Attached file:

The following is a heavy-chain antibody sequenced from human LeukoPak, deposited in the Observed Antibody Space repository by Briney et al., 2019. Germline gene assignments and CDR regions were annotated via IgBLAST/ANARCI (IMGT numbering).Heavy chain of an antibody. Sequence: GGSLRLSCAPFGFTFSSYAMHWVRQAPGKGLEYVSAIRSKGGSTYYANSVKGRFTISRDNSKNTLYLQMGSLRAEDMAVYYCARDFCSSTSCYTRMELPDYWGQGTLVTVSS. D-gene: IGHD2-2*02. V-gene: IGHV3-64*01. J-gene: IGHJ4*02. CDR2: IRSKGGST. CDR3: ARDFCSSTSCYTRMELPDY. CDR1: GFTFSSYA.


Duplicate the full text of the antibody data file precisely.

The following is a heavy-chain antibody sequenced from human LeukoPak, deposited in the Observed Antibody Space repository by Briney et al., 2019. Germline gene assignments and CDR regions were annotated via IgBLAST/ANARCI (IMGT numbering).Heavy chain of an antibody. Sequence: GGSLRLSCAPFGFTFSSYAMHWVRQAPGKGLEYVSAIRSKGGSTYYANSVKGRFTISRDNSKNTLYLQMGSLRAEDMAVYYCARDFCSSTSCYTRMELPDYWGQGTLVTVSS. D-gene: IGHD2-2*02. V-gene: IGHV3-64*01. J-gene: IGHJ4*02. CDR2: IRSKGGST. CDR3: ARDFCSSTSCYTRMELPDY. CDR1: GFTFSSYA.